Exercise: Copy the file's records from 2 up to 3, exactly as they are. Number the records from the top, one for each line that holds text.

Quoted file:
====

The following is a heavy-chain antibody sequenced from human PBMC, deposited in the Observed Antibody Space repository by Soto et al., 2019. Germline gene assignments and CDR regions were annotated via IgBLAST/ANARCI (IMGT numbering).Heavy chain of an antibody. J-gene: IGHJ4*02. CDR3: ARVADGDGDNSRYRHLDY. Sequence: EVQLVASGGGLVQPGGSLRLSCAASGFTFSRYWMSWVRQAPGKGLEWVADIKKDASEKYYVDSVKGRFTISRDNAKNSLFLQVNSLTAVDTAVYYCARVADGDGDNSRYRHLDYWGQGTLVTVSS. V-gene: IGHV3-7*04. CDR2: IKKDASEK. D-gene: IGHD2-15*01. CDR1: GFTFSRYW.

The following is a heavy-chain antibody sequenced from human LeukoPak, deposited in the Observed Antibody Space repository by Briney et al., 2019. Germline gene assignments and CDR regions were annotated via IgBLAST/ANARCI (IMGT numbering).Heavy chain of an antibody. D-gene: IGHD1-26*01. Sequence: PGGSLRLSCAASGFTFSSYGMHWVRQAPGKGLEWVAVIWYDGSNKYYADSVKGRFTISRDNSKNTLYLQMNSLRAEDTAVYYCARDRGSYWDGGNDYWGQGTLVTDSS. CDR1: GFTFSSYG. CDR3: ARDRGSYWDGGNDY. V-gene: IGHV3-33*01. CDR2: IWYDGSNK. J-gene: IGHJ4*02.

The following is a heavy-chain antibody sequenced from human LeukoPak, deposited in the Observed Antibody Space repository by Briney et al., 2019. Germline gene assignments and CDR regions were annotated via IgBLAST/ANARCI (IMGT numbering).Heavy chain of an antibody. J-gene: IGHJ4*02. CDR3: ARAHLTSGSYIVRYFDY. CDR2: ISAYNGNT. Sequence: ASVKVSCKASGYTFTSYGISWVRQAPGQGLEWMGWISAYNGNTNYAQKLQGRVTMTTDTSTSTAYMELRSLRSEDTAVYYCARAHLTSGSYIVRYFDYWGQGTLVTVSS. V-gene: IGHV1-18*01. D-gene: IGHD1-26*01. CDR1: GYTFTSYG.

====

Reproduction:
The following is a heavy-chain antibody sequenced from human LeukoPak, deposited in the Observed Antibody Space repository by Briney et al., 2019. Germline gene assignments and CDR regions were annotated via IgBLAST/ANARCI (IMGT numbering).Heavy chain of an antibody. D-gene: IGHD1-26*01. Sequence: PGGSLRLSCAASGFTFSSYGMHWVRQAPGKGLEWVAVIWYDGSNKYYADSVKGRFTISRDNSKNTLYLQMNSLRAEDTAVYYCARDRGSYWDGGNDYWGQGTLVTDSS. CDR1: GFTFSSYG. CDR3: ARDRGSYWDGGNDY. V-gene: IGHV3-33*01. CDR2: IWYDGSNK. J-gene: IGHJ4*02.

The following is a heavy-chain antibody sequenced from human LeukoPak, deposited in the Observed Antibody Space repository by Briney et al., 2019. Germline gene assignments and CDR regions were annotated via IgBLAST/ANARCI (IMGT numbering).Heavy chain of an antibody. J-gene: IGHJ4*02. CDR3: ARAHLTSGSYIVRYFDY. CDR2: ISAYNGNT. Sequence: ASVKVSCKASGYTFTSYGISWVRQAPGQGLEWMGWISAYNGNTNYAQKLQGRVTMTTDTSTSTAYMELRSLRSEDTAVYYCARAHLTSGSYIVRYFDYWGQGTLVTVSS. V-gene: IGHV1-18*01. D-gene: IGHD1-26*01. CDR1: GYTFTSYG.